Local authority's ‘Walking Dead’ campaign combats COVID-19 message fatigue

The zombie creations of The Walking Dead comic book artist Charlie Adlard are taking centre stage in a new COVID-19 campaign by Shropshire Council’s comms team.

One of the new images created for Shropshire Council by Walking Dead comic book artist Charlie Adlard

The council approached Adlard, who comes from Shrewsbury, to help highlight core messages such as keeping your distance from others, washing your hands and getting tested if you have symptoms.

He has reprised the work that helped make The Walking Dead into a global phenomenon, with illustrations bringing a new urgency to the notion of keeping your distance.

Another of the new illustrations by Walking Dead comic book artist Charlie Adlard

And the new approach to reminding people how to minimise the risk of catching COVID-19 has made a big impact on social media. It has also resulted in media coverage from the Press Association to BBC and ITV news, since the images were released last week.

Spreading the word

Gareth Jones, senior comms officer at Shropshire Council, told PRWeek: “As part of our campaign, we were looking to get external voices from outside the authority to help us get those key public health messages out there. There was also a desire to approach some well-known people locally to help us out."

He said: “Nationally, there’s an element of ‘COVID fatigue’ setting in, and there was a sense that we needed a different approach to engage with our residents – especially younger people, where there has been marked increase in cases.”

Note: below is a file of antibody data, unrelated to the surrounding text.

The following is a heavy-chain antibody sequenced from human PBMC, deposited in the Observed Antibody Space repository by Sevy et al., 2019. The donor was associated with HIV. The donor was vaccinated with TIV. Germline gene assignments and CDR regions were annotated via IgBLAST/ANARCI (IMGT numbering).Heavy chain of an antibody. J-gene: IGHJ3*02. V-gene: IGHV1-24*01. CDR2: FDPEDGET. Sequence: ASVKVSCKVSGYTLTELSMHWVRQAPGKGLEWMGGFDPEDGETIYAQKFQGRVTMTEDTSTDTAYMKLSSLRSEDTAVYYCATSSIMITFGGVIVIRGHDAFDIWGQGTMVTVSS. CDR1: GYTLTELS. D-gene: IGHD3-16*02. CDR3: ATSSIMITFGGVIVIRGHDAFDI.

Seeking support

Jones explained how the council approached Adlard for help. “We discussed several options with him, including if he would be willing to draw some images based around some of the key measures designed to keep everyone safe during the pandemic. We gave Charlie a brief [saying] what we wanted to relay to people and he worked his magic."

Another of the new illustrations by Walking Dead comic book artist Charlie Adlard

The striking images have “really captured people’s imagination and the response has been overwhelmingly positive,” Jones added.

“From our point of view, it’s having the desired effect – people who wouldn’t normally read our posts are sharing and taking notice. It’s being shared far and wide and the media coverage has also been brilliant.”

Motivated to help

Commenting on his decision to help the council with its COVID comms campaign, Adlard said: “The pandemic has had a massive impact on the whole range of organisations working in the county’s cultural sector – theatres, music venues, festivals and museums. Our sector makes a huge contribution to Shropshire’s economy, quality of life and communities.”

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